Of course, the real estate industry offers several options for would-be managers. “Chapter One: Conversion From Sales to Management” describes these alternatives. For some practitioners, entering management effectively marks the end of their sales career. The author reminds you that giving up sales doesn’t have to mean giving up incentives; make sure you negotiate a minimum monthly salary, plus an incentive bonuses. You can also move into management without entirely sacrificing your sales career. Broker/owners or managers at newly formed companies, often embrace this option, the book says; these companies might lack a sufficient budget for a manager who doesn’t sell. Instead, the company might hire a salesperson to double as an administrator, rewarding the manager with a higher commission split (and possibly a percentage of net operating profits).
Salespeople who decide to seek a management position at an established company shouldn’t expect to inherit a stable, thriving office, states “Chapter Two: Managing for Another Company.” These plumb assignments are usually reserved for employees who have already proven themselves. Instead, you will probably be assigned to a troubled office or a new branch location. In evaluating potential employers, you should consider such factors as the physical condition of the office and the equipment, the company’s reputation, the office’s location and whether the company will consider relocating it, and the makeup of the present sales and administrative staff.
New managers will also want to consider intangibles such as whether their personal styles will gel with the company’s philosophy and policies. Specifically, you should ask questions regarding how much latitude you will have to hire and fire workers, establish what benchmarks the company will use to evaluate your success and award bonuses, and determine how long you have to make the office profitable.
The book also offers advice for salespeople who want to open their own office. “Chapter Three: Opening Your Own Firm” contains guidelines for evaluating a potential office’s chances of success. First, the book advises, you should thoroughly examine your area’s demographics and study the MLS listings for the previous three years. At a minimum, you should be able to answer the following questions.
- What are the total units of annual sales?
- What is the average company dollar per sale?
- What are your projected monthly operating expenses (plus a reasonable profit)?
- How many units must your office sell every month to achieve these results?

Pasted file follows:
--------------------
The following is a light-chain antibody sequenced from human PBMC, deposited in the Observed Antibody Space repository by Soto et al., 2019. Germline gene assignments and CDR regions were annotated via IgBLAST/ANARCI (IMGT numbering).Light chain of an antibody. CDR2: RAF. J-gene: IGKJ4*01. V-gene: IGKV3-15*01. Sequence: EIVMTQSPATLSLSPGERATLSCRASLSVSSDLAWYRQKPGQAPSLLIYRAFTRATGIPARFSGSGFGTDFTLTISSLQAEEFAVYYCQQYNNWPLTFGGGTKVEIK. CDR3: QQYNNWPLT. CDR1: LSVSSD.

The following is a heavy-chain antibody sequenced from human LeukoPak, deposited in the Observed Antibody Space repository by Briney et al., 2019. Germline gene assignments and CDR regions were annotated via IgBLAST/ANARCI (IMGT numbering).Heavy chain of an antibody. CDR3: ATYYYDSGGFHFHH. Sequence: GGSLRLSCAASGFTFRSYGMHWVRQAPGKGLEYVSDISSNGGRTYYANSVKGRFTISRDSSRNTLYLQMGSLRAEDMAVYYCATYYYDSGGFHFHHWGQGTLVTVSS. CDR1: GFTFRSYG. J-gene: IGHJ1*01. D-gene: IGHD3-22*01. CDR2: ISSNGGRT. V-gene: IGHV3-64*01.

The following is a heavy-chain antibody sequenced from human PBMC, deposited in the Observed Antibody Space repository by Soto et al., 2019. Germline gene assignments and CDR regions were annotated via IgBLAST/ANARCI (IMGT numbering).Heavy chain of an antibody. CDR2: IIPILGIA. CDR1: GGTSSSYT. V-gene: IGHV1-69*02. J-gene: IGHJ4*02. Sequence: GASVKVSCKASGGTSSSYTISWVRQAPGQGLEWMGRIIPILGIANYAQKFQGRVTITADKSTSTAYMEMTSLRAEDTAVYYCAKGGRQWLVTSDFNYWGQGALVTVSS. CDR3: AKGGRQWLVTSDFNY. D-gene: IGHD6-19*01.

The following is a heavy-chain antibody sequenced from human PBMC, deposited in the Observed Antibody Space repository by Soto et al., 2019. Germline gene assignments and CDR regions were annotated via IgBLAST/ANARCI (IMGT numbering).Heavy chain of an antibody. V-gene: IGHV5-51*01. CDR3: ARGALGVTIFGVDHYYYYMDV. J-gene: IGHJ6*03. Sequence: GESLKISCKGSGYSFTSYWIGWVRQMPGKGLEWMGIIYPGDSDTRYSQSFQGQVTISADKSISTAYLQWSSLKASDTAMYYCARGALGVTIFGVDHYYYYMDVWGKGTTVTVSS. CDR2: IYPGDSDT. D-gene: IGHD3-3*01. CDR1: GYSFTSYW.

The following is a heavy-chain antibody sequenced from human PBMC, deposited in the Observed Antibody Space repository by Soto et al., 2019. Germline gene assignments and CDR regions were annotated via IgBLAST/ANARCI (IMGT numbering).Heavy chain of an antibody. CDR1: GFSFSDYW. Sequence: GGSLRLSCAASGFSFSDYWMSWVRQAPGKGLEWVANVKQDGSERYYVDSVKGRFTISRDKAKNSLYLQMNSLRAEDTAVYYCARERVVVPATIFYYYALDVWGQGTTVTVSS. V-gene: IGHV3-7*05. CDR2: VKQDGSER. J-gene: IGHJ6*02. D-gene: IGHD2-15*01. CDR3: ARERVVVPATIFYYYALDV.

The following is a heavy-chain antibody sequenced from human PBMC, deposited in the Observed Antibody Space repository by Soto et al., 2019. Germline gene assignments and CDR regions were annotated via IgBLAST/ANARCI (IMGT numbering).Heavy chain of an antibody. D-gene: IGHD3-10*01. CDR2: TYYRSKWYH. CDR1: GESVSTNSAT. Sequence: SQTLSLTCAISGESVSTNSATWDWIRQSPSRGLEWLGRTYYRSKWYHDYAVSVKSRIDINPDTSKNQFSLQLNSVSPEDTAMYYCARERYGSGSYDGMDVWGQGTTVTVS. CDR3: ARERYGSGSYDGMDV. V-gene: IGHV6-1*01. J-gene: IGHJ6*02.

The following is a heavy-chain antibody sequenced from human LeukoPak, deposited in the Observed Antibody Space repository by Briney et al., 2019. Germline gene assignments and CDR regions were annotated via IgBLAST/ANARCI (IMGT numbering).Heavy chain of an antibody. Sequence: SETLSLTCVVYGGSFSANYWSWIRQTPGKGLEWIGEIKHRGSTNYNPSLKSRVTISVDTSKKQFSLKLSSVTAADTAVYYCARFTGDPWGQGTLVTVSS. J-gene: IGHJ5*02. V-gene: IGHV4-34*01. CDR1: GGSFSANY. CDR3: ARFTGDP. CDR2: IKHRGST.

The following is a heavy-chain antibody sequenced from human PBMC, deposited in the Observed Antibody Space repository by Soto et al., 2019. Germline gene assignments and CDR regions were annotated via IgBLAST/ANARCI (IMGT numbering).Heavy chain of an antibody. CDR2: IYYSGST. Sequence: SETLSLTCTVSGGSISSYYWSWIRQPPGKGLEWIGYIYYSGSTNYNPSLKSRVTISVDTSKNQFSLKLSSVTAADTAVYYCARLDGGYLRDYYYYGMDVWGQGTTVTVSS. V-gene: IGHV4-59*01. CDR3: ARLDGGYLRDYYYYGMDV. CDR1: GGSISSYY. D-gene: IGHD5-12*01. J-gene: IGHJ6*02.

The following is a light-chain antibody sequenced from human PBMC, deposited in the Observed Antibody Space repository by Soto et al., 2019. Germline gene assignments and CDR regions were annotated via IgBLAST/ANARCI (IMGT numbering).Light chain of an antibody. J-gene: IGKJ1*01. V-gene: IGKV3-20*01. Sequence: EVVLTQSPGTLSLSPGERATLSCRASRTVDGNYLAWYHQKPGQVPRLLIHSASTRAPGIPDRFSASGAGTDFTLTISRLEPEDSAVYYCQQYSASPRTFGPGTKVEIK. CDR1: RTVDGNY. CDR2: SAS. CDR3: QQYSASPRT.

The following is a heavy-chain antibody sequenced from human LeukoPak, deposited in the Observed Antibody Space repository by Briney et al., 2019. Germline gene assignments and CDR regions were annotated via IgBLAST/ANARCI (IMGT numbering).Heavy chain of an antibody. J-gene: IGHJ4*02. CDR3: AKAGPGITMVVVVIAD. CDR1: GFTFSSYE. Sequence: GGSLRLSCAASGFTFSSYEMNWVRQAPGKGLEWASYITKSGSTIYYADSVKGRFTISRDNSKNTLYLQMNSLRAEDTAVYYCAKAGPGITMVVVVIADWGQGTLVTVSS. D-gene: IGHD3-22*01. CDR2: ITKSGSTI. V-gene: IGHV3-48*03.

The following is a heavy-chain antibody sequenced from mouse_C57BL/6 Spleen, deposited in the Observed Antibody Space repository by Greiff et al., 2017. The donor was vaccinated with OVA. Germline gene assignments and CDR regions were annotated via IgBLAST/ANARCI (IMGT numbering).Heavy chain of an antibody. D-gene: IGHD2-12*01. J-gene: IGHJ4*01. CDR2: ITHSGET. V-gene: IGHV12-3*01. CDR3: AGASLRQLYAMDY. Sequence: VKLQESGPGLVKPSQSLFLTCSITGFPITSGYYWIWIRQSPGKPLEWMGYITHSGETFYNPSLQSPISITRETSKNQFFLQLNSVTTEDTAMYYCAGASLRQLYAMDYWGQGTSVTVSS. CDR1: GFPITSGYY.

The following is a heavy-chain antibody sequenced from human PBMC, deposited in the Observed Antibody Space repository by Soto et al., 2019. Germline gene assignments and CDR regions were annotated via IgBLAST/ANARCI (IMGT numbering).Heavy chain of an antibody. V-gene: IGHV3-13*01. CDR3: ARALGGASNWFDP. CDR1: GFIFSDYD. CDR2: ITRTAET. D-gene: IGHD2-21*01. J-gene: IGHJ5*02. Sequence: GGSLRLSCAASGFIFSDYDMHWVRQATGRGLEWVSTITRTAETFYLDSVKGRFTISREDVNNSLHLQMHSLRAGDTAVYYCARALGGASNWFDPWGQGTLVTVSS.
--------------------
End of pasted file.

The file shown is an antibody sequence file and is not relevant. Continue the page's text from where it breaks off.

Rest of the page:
- Is there enough excess business available to feed your business?
- Who are the dominant agencies?
- Who are the dominant salespeople and what are the chances of recruiting them to your office?
- How seasonal is sales activity?
- How much business is lost to out-of-town brokers?
- Can you save money by buying out a local office rather than opening a new one?
- Is the area prospering, static, or declining?
Later chapters give practical advice on basic knowledge that you’ll need in preparing your office. For instance, “Chapter Four: Getting Started” provides advice on everything from what furniture, equipment, and supplies you will need to information on error and omissions insurance. Meanwhile, “Chapter Five: Recruiting” covers the pros and cons of newbies versus experienced hands. Newbie salespeople operate on a lower commission split, which can (temporarily) boost your company’s income. Plus, you can more successful mold beginners to your way of doing things. However, they require more supervision, and their inexperience can cause them to inadvertently land them and you into trouble.
On the other hand, established salespeople bring knowledge and experience to the table. They may have an established client base and generally work more effectively with less supervision. A respected top producer’s reputation might also be a magnet to attract other salespeople to your office. However, established salespeople also carry drawbacks. They may want more money than you’re willing spend and may have developed a bad work ethic.
Making a change from salesperson to manager is a big leap, but it helps if you are prepared. Real Estate Office Management: A Guide to Success prepares you step-by-step through the operational issues that you will face. You already know that you can succeed in real estate sales, but the book will help you figure out whether you can manage it.